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Contribution to Book
Great Ape Mindreading: What’s at Stake?
ETH
  • Kristin Andrews, York University
Document Type
Book Chapter
Publication Date
1-1-2013
Abstract
Humans and other great apes are similar in so many ways. We share an extended immaturity and intense infant-caregiver relationships, group living situations, cultural transmission of technology, and many emotions and cognitive capacities. Yet the communities of nonhuman apes are also very different from human communities. Humans build lasting tools, and store them to use later. We build permanent sleeping and living structures. We cook our food. We have courts of law and prisons and ethics books. There are vast technological differences between humans and nonhuman great apes. What is it that accounts for such a difference? On one account, one central difference between humans and other apes is that only humans develop the ability to mindread, the ability to see that others have beliefs that could be true or false which permits joint attention and shared intentions. For example, Michael Tomasello takes mindreading (along with cooperation and having shared goals) that permits the development of cumulative culture, so that technological advances can spread through a society and future generations can continuously improve upon those advances (Tomasello 2008). And, Kim Sterelny suggests that our hominin ancestors thrived in an apprenticeship culture where naïve individuals were given the opportunity to learn from a master, and the master knew how to offer the apprentice the appropriate projects, tools, and materials as her skill sets improved—which of course was facilitated by a developing mindreading capacity (Sterelny, 2012).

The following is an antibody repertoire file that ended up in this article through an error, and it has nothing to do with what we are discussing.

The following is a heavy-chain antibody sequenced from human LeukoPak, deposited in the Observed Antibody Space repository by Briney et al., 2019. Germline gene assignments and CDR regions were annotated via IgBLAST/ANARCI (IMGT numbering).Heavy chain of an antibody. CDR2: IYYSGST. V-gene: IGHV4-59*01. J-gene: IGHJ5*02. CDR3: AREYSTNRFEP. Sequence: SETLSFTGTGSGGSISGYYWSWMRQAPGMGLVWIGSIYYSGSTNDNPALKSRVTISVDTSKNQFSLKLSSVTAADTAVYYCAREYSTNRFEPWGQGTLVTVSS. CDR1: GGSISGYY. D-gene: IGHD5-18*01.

Comments

This file contains a post-print version of the book chapter, which has the same content as the final edited version but is not formatted according to the layout of the published book.

Citation Information
Andrews, K. (2013). Great Ape mindreading: what's at stake?. In R. Corbey & A. Lanjouw (Eds.) The politics of species: reshaping our relationships with other animals. New York: Cambridge University Press.